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Three Big Things I Believe... and One Greater

  • Joe McKeever
  • 2009 15 May
Three Big Things I Believe... and One Greater

Sooner or later, one ought to be able to narrow down his major theological (i.e., true life) beliefs to just a few. The only way to do this, it appears to me, is to have lived long enough on this sod as to know oneself thoroughly, to have studied enough of the Word to know the Scriptures intimately, and to have interacted with others over decades as to know the alternatives sufficiently.

Here then are my big three, three non-negotiables I believe with everything in me. The discussion is closed on these, my conviction is rock solid.


As a young adult, I struggled with the concept of deity and tried to satisfy my youthful-but-inquiring mind that God is no figment of my imagination, but a genuine Person in back of the universe and the One whom we read about in the Scriptures. The more I read and contemplated atheism, the clearer I saw how all it had to offer was despair and meaninglessness.

Back from that brink -- and glad to be -- I had to admit that everything inside me resonated with the message of God in Scripture, both Old and New Testaments. It was more than comforting, because much of it is disturbing. It was rock solid, like I was dealing with reality. The teachings of Scripture fit the real world I was living in.

Ravi Zacharias has written, "If life is random, then the inescapable consequence, first and foremost, is that there can be no ultimate meaning and purpose to existence." That fact, he says in "The End of Reason," is the "Achilles' heel of atheistic belief." In spite of the fact that modern writers like Richard Dawkins, Christopher Hitchens, and Sam Harris like to promote moral values outside of a belief in God, it does not work. If there is no God, there is no ultimate meaning, and the child molester, the serial killer, Dr. Albert Schweitzer and Dr. Billy Graham or Mother Teresa, all come to a common end of nothingness.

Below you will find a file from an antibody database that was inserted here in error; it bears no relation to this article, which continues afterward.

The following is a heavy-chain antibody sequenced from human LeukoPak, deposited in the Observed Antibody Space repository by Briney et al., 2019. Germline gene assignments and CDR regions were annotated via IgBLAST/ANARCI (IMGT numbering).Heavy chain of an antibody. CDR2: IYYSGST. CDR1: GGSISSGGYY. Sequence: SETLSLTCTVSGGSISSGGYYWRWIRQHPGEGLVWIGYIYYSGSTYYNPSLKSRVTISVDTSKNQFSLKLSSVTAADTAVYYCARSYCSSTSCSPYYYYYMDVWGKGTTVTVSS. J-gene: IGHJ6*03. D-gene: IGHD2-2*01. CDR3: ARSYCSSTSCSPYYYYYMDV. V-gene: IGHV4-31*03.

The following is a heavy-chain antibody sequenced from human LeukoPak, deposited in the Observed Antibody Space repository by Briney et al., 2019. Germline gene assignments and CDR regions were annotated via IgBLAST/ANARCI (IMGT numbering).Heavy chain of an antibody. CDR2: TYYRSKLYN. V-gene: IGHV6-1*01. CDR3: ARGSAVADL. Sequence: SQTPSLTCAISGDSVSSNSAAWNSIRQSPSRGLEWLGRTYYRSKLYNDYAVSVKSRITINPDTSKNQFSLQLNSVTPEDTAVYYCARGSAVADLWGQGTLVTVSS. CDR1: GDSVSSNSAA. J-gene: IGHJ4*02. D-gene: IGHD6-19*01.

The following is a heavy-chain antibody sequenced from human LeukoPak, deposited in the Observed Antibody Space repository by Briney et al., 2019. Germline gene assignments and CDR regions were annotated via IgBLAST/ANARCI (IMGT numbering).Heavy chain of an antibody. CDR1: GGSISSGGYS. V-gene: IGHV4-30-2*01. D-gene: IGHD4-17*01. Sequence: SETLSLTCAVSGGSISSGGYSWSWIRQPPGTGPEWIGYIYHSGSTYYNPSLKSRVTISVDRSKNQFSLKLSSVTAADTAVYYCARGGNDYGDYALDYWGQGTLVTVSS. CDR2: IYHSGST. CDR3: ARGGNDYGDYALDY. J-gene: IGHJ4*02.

Everyone seeks meaning and purpose. Movie script-writer Leonard Mlodinow (Newsweek, May 4, 2009) tells how he found himself at a Hollywood party chatting with a successful model when an attorney came up and usurped her attention. It turned out they were both Trekkies, devotees of the Star Trek saga, and knowledgeable about the most minute of details. He writes, "I stood there with a blank look, obviously over my head. Too much detail for my taste.... I was in awe that he remembered all that arcane stuff. Then, somewhere in the middle of his Vulcan dissertation, I realized something."

What Mlodinow realized was that the stuff the Trekkies were quoting as Bible, the material they were memorizing and spouting as their gospel, he had written.

Mlodinow says, "The situation felt surreal. Not just because I'd forgotten my own dialogue -- you'd be surprised how easy it is to blank on entire scenes -- but that they had remembered it, and in such detail."

It's truly amazing what some people will grab hold of in order to give meaning to their lives.

As I write, an hour ago I sat at lunch with a friend who pastors a little church in New Orleans' French Quarter. As he told of people they have led to Christ and some of the amazing things they have seen in that ministry, I thought, "This, more than any theological argument, is proof to me of the existence of God."

Many a person has testified that only in coming to Jesus Christ and meeting the God of the Bible has their lives found the purpose for which they were created and taken on the meaning that gives them the fullest satisfaction.


It will seem strange to some that given a choice of three statements of belief, "I believe in hell" would be one. I chose this not randomly, however, and not impulsively.

There has to be a hell, otherwise there is no justice in the universe.

Last night, a television program dealing with the personalities of the Second World War (primarily FDR, Churchill, Hitler, and Stalin) told how in the days and hours leading up to his suicide in the Berlin bunker, Adolf Hitler was still ordering the execution of his own people whom he suspected of plots against him or favoring surrendering to the Allies.

The man was about to meet God and he goes out of this world murdering people right and left.

There has to be a hell, otherwise Hitler got off scot-free. We could add a lengthy list of despots who, if this life is all there is, beat the system by paying for millions of deaths with their one life: Stalin, Mussolini, Saddam Hussein, Idi Amin, the list goes on and on.